Is it worth Investing in an Electric Vehicle?
The global automotive industry is nearing a tipping point in the transition between the internal combustion engine and the battery-electric vehicle. According to data from the Society of Motor Manufacturers and Traders, there’s been a 50% uptick in BEV adoption over the past year.
But is now really the right time to get on board with this trend? Aren’t electric vehicles going to continue to improve in the future, rendering those of today obsolete?
Let’s take a look at a few factors to consider before you take the plunge.
Since electric vehicles are still something of an unknown quantity to insurers, you can expect to pay a slightly higher premium. This is a result of the asking price of a new electric vehicle being higher than that of an equivalently-spec petrol vehicle.
While an electric vehicle is simpler in design, and therefore more reliable, than an ICE vehicle, it does contain one very expensive component: namely, the battery. While the price of these components is coming down every year, we still have a way to go before we reach parity.
One of the major advantages of the electric vehicle is that it produces less harmful gas at the point of use. This has the advantage of lowering the amount of road tax you pay and helping you stay on the right side of present and future clean-air-zone charges.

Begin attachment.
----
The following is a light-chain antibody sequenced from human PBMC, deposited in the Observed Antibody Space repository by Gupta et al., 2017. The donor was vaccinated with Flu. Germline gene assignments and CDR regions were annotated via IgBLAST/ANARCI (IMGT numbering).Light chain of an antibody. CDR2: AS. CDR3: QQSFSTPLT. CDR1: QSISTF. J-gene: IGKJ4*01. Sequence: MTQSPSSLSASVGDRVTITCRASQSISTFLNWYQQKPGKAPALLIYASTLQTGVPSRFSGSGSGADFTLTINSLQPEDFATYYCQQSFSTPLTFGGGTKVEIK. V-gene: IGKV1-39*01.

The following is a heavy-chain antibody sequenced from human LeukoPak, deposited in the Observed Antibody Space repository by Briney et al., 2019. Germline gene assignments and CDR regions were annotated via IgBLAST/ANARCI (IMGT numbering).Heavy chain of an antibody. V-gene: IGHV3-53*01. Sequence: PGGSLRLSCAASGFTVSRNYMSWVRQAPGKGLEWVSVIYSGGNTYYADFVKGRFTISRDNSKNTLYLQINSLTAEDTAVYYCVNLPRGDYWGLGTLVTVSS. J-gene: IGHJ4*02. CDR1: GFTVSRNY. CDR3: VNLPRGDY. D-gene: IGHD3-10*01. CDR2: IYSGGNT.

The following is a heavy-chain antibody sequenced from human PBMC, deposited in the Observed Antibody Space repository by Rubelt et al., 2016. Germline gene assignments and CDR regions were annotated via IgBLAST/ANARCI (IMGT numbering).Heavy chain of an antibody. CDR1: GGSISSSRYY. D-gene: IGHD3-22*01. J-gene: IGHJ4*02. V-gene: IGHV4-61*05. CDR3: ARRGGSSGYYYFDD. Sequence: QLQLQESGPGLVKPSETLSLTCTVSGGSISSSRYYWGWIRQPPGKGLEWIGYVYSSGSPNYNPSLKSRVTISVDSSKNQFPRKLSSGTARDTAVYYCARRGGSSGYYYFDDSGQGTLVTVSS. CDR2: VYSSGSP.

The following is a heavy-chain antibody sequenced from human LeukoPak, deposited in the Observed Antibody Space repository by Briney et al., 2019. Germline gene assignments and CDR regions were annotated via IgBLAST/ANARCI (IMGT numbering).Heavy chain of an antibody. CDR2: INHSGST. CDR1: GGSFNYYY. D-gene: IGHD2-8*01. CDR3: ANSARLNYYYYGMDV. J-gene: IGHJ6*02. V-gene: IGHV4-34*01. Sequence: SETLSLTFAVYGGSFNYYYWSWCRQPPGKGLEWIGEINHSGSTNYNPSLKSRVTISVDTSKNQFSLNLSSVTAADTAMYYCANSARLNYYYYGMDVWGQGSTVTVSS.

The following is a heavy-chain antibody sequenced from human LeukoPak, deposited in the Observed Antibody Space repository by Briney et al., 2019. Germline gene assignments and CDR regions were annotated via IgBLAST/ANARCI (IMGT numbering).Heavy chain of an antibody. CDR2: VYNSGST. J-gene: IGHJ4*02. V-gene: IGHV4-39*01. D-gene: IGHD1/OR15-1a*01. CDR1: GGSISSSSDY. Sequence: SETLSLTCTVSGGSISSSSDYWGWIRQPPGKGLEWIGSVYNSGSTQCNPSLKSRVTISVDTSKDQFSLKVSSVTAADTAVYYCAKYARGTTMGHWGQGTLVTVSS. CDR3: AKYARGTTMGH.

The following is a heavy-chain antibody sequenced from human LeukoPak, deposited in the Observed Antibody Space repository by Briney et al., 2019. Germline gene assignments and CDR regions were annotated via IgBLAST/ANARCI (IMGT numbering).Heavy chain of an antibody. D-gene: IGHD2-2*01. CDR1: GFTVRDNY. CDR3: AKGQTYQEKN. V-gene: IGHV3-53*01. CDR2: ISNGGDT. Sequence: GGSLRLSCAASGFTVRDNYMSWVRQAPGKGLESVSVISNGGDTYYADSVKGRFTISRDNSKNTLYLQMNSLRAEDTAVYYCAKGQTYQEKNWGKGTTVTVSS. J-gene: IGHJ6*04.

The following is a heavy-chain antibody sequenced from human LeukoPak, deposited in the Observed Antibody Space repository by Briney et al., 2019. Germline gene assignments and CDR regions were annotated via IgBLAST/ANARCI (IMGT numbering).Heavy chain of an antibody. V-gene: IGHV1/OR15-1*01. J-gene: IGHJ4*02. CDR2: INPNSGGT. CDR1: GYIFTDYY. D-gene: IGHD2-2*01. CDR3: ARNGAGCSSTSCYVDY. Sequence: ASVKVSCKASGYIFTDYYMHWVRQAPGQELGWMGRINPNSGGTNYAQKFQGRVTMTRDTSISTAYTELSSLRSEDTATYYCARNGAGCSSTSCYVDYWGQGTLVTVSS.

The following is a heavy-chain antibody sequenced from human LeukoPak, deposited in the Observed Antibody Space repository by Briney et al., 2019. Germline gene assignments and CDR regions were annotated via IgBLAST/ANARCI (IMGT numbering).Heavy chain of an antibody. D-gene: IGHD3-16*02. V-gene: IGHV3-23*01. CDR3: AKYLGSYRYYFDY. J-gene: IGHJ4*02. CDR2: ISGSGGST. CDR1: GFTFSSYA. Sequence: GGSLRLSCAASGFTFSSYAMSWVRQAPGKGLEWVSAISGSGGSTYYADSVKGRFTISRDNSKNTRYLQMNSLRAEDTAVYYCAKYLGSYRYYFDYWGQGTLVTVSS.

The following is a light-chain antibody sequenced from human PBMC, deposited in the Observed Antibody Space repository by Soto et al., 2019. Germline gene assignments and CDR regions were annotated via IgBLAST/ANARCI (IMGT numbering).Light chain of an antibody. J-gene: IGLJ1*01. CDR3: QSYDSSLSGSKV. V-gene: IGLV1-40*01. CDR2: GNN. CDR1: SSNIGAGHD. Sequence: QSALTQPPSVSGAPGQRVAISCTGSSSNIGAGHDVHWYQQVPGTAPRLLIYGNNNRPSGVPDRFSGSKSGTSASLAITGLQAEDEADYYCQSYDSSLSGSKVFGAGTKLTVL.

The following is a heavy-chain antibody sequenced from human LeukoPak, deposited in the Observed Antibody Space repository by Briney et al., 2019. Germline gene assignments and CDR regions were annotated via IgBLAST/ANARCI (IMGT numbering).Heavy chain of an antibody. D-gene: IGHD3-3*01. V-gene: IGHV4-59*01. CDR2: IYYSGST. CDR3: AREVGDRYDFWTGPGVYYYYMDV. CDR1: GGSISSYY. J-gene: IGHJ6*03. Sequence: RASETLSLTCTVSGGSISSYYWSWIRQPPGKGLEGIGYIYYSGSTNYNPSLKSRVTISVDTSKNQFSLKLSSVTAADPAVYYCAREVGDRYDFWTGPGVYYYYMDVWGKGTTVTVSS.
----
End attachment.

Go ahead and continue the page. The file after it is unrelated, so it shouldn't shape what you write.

With that said, we should consider that the electric vehicle isn’t entirely green. After all, the environmental cost of producing the lithium-ion battery is extremely high. If you’re just driving short distances every day, then you might find it difficult to justify the investment in an electric car on purely environmental grounds.
A lithium-ion battery will provide enough charge for you to cover a finite distance – and you might find it a struggle to top up quickly along the way. This is the infamous ‘range anxiety’ that’s prevented so many from making the switch to electric.
Lower Maintenance Costs
Electric vehicles lack many of the components that make ICE vehicles so unreliable. There’s no starter motor to worry about, nor is there a gearbox.
The simplicity of the design confers a few advantages when it comes to maintenance. Since there are fewer components, there are few things that can potentially go wrong. As such, things go wrong a lot less often.